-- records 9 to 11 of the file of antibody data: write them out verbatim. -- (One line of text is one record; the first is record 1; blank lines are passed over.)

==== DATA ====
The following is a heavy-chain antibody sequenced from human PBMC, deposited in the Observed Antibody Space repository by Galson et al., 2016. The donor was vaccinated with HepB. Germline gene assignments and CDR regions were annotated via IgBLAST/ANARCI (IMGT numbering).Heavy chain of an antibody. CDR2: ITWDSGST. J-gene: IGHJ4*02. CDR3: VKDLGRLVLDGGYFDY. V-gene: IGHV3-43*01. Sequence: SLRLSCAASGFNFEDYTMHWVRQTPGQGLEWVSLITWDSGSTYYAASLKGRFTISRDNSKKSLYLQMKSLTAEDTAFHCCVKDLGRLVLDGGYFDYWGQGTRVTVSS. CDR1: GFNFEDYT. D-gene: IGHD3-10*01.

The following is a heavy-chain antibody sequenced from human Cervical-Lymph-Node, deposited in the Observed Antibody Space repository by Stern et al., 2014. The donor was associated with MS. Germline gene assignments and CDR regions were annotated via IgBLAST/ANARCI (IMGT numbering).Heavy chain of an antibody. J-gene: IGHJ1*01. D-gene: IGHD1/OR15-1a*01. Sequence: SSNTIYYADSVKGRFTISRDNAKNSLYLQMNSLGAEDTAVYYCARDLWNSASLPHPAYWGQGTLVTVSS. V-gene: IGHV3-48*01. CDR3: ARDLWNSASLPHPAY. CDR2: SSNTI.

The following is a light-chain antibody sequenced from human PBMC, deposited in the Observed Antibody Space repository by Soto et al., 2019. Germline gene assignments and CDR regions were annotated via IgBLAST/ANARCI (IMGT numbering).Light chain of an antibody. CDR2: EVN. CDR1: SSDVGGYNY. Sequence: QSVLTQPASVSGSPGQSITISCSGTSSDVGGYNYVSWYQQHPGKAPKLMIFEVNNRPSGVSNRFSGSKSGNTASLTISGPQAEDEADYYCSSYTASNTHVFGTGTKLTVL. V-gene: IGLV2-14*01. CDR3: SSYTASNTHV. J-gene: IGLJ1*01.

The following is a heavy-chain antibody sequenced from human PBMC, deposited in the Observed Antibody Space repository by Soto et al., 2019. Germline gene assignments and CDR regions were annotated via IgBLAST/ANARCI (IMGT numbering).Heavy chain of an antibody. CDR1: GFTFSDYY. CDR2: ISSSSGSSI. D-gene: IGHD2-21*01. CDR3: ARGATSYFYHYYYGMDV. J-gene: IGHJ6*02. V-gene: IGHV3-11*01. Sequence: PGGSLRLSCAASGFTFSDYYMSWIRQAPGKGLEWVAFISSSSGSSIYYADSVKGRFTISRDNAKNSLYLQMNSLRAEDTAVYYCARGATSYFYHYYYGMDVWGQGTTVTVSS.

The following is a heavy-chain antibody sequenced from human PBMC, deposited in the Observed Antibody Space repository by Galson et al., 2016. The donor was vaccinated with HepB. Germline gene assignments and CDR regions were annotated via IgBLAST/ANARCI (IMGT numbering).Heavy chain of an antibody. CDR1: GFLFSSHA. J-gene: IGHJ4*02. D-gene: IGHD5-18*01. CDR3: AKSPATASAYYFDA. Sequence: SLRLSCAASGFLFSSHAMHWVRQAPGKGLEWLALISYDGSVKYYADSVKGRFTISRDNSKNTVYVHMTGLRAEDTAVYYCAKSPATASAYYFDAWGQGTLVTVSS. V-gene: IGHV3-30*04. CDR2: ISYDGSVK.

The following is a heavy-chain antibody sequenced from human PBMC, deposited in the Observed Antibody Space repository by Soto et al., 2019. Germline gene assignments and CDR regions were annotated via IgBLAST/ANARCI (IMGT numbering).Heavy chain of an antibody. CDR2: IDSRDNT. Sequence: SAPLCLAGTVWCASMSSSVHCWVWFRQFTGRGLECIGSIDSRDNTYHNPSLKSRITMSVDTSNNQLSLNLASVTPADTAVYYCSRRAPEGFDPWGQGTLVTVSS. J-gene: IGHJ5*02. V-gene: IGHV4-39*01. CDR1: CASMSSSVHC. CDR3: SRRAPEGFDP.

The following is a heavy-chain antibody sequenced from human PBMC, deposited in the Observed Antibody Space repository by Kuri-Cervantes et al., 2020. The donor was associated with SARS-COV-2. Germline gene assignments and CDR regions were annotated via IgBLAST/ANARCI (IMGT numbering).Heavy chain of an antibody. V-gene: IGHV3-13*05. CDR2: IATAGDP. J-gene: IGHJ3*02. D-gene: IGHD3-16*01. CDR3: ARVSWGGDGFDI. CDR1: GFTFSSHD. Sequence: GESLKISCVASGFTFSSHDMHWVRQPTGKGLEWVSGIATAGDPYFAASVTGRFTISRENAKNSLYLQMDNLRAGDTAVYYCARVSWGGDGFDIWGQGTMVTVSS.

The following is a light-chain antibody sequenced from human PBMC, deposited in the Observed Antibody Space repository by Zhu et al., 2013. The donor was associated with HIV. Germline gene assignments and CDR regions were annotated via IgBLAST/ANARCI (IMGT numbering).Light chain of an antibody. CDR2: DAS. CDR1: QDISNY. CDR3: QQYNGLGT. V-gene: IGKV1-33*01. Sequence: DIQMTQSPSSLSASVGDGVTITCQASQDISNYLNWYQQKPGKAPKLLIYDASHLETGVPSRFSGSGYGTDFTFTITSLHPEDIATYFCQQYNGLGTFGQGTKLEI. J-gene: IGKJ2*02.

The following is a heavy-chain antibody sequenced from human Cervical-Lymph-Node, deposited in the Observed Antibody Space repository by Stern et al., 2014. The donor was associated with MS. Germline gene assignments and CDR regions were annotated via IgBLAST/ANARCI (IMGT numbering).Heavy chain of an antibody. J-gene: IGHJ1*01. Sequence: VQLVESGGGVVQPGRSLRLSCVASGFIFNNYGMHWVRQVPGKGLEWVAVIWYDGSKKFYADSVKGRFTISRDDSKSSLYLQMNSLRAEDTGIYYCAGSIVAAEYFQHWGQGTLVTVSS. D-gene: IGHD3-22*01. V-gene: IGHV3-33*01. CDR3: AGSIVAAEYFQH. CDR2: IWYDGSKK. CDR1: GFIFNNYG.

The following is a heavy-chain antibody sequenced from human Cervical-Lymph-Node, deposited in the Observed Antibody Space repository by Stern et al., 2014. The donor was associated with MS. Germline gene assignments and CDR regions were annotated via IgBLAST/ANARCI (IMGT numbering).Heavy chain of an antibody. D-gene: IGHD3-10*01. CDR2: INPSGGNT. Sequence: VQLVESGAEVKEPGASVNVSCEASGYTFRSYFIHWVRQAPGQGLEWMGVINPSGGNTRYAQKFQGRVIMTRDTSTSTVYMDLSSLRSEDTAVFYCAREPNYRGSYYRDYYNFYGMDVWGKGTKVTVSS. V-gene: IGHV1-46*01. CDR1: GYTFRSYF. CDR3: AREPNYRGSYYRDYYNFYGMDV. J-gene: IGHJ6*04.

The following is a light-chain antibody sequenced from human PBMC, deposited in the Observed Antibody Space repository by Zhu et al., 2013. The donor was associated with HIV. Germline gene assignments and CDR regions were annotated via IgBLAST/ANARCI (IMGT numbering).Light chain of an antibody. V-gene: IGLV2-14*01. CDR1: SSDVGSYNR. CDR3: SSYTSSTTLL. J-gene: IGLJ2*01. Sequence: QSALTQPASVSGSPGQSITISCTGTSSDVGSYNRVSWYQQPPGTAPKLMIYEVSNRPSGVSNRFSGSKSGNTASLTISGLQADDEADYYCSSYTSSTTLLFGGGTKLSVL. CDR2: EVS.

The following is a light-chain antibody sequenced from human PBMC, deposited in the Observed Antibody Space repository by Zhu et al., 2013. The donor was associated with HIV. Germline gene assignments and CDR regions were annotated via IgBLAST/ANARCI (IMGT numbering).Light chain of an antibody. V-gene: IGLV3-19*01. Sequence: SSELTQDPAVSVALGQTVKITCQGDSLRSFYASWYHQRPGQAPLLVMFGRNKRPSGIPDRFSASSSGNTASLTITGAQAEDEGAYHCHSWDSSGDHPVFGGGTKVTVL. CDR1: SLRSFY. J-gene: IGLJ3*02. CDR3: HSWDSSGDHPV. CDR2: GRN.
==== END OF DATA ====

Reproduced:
The following is a heavy-chain antibody sequenced from human Cervical-Lymph-Node, deposited in the Observed Antibody Space repository by Stern et al., 2014. The donor was associated with MS. Germline gene assignments and CDR regions were annotated via IgBLAST/ANARCI (IMGT numbering).Heavy chain of an antibody. J-gene: IGHJ1*01. Sequence: VQLVESGGGVVQPGRSLRLSCVASGFIFNNYGMHWVRQVPGKGLEWVAVIWYDGSKKFYADSVKGRFTISRDDSKSSLYLQMNSLRAEDTGIYYCAGSIVAAEYFQHWGQGTLVTVSS. D-gene: IGHD3-22*01. V-gene: IGHV3-33*01. CDR3: AGSIVAAEYFQH. CDR2: IWYDGSKK. CDR1: GFIFNNYG.

The following is a heavy-chain antibody sequenced from human Cervical-Lymph-Node, deposited in the Observed Antibody Space repository by Stern et al., 2014. The donor was associated with MS. Germline gene assignments and CDR regions were annotated via IgBLAST/ANARCI (IMGT numbering).Heavy chain of an antibody. D-gene: IGHD3-10*01. CDR2: INPSGGNT. Sequence: VQLVESGAEVKEPGASVNVSCEASGYTFRSYFIHWVRQAPGQGLEWMGVINPSGGNTRYAQKFQGRVIMTRDTSTSTVYMDLSSLRSEDTAVFYCAREPNYRGSYYRDYYNFYGMDVWGKGTKVTVSS. V-gene: IGHV1-46*01. CDR1: GYTFRSYF. CDR3: AREPNYRGSYYRDYYNFYGMDV. J-gene: IGHJ6*04.

The following is a light-chain antibody sequenced from human PBMC, deposited in the Observed Antibody Space repository by Zhu et al., 2013. The donor was associated with HIV. Germline gene assignments and CDR regions were annotated via IgBLAST/ANARCI (IMGT numbering).Light chain of an antibody. V-gene: IGLV2-14*01. CDR1: SSDVGSYNR. CDR3: SSYTSSTTLL. J-gene: IGLJ2*01. Sequence: QSALTQPASVSGSPGQSITISCTGTSSDVGSYNRVSWYQQPPGTAPKLMIYEVSNRPSGVSNRFSGSKSGNTASLTISGLQADDEADYYCSSYTSSTTLLFGGGTKLSVL. CDR2: EVS.